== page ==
k-mean clustering), while the other involved the maximization of negentropy of separated components. ICA-based single channel separation methods primarily use component grouping based on similarity in time or frequency domain. We suggest the use of a time-frequency structure to measure the similarity features in both time and spectral domain. We cluster the (TFD)^i bases using two types of distance between

$TF{D}^{i}$ bases, i.e., the classic Euclidean distance

${D}_{Euk}$ and the distance

${D}_{\beta}$, which we call in this study as the

$\beta $ distance of Gaussian distribution. The Euclidean distance

${D}_{Euk}$ is defined as Equation (8):

where

$\left|\right|\xb7\left|\right|$ denotes the Frobenius norm. The generalized Gaussian distribution is expressed by Equation (9) [

49]:

where

$\mu ,\sigma $ are the expected value and the standard deviation of a random variable

$y$, respectively. The parameter

$\beta \in \left[-1,0\right]$ describes the type of a random variable

$y$, i.e., its deviation from normal distribution. The parameters

$\omega \left(\beta \right)$ and

$c\left(\beta \right)$ are defined by Equations (10) and (11):

where

$\mathsf{\Gamma}$ is the Gamma-Euler function.

By treating a signal spectrogram as a random variable one can describe its distribution in parametric terms, i.e., it is possible to estimate the parameters

$\mu ,\text{}\sigma ,\text{}\beta $ based on the model in Equation (9). When the source spectrograms are known, we can find the parameter

${\beta}_{i,org}$. The

${D}_{\beta}$ distance is defined as the difference between

${\beta}_{i,org}$ and the parameter

${\beta}_{i}$ characterising the spectrogram of a constituent signal reconstructed after grouping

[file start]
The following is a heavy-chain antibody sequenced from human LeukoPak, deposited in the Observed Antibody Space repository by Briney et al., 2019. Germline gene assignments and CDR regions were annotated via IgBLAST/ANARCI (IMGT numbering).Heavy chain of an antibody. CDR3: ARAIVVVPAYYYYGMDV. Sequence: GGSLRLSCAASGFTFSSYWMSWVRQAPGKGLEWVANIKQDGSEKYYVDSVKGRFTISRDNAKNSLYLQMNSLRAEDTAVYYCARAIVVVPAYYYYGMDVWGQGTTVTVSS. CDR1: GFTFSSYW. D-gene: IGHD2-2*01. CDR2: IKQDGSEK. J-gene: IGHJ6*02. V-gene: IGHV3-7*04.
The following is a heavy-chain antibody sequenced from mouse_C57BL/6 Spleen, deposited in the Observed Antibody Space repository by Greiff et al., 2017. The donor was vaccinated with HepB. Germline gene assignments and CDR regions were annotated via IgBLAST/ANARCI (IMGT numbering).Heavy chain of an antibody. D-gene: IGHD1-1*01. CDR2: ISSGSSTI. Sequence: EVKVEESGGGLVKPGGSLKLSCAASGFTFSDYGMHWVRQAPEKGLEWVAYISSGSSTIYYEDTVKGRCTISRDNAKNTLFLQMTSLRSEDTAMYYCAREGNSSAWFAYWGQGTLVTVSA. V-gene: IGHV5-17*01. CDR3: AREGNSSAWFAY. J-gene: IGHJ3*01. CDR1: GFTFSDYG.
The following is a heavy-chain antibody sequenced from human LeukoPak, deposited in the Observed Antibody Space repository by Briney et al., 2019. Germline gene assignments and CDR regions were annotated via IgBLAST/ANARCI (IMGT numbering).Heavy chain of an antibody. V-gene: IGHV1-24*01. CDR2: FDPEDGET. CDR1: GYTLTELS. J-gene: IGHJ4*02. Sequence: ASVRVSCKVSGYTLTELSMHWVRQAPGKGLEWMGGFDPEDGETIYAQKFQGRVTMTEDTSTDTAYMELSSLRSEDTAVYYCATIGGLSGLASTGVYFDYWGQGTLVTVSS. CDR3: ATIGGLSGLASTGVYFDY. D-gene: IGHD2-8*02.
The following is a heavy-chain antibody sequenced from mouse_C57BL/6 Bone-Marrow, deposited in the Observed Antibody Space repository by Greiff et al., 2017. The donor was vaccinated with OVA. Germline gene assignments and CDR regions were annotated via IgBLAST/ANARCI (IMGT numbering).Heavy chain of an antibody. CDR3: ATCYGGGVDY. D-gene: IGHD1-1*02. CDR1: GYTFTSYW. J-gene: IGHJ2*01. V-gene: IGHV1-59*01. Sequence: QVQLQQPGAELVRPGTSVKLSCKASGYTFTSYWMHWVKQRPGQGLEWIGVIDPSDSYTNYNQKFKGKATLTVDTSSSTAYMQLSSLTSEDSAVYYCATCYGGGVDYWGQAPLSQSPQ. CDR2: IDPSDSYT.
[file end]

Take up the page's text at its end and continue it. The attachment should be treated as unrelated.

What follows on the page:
$TF{D}_{rec,i}={\sum}_{{j}_{i}}TF{D}^{{j}_{i}}$ (index

${j}_{i}$ was defined in Equation (6)) in the following way in Equation (12):

By minimizing the

${D}_{\beta}$ distance for individual constituent signals one can group

$TF{D}^{i}$ bases so that the reconstructed signals are statistically as close as possible to the original signals. The

${\beta}_{i}$ parameter we estimated by

a posteriori determination of the maximum of

$\beta $. When observations of the random variable

$y=\left\{{y}_{1},\dots ,{y}_{N}\right\}$ are available the

a posteriori distribution of the

$\beta $ parameter is given by Equation (13) [

10,

18]:

where

$p\left(y|\beta \right)={\prod}_{N}\frac{\omega \left(\beta \right)}{\sigma}exp\left[-c\left(\beta \right){\left|\frac{{y}_{N}-\mu}{\sigma}\right|}^{2/\left(1+\beta \right)}\right]$ denotes a data likelihood [

18] and

$p\left(\beta \right)$ is an

a priori distribution of the

$\beta $ parameter. The study [

18] offers practical recommendations (solutions) for calculating the

$p\left(\beta \right)$ distribution.

The other way of grouping

$TF{D}^{i}$ bases consists in maximizing negentropy (negative entropy) of reconstructed constituent signals

$TF{D}_{rec,i}$. Statistically independent constituent signals have the maximum negentropy [

10,

50]. By finding of reconstructed constituent signals

$TF{D}_{rec,i}={\sum}_{{j}_{i}}TF{D}^{{j}_{i}}$ with the maximum negentropy, we group the

$TF{D}^{i}$ bases in a correct way. The negentropy function

$J\left(y\right)$ was approximated as Equation (14) [

10]:

where

$\nu $ is the normalized Gaussian random variable (

$\mu =0,\text{}\sigma =1$) and

$G(\xb7)$ is a nonlinear function of the random variable usually having the form

$G\left(y\right)=\frac{1}{a}\mathrm{log}\mathrm{cos}\mathrm{h}\left(ay\right),\text{}a\in \left(1,2\right)$ or

$G\left(y\right)=-\mathrm{exp}\left(-\frac{{y}^{2}}{2}\right)$. This type of approximation has numerous advantages including conceptual simplicity and rapid calculation rate [

10]. As a result, it is very often used as a cost function in algorithms for solving ICA problems [

51].

## 3. Experiment

The proposed idea of single channel separation was verified by experimental tests. The experiments involved demixing single-channel signal consisting of two and three constituent signals. The constituent signals

${S}_{1}\left(t\right)$,

${S}_{2}\left(t\right)$ and

${S}_{3}\left(t\right)$ were selected so that their spectral composition and their respective types of sources were different. The

${S}_{1}\left(t\right)$ signal (“ringer”) was generated by an electric device and was a recording of an electric ringer, while the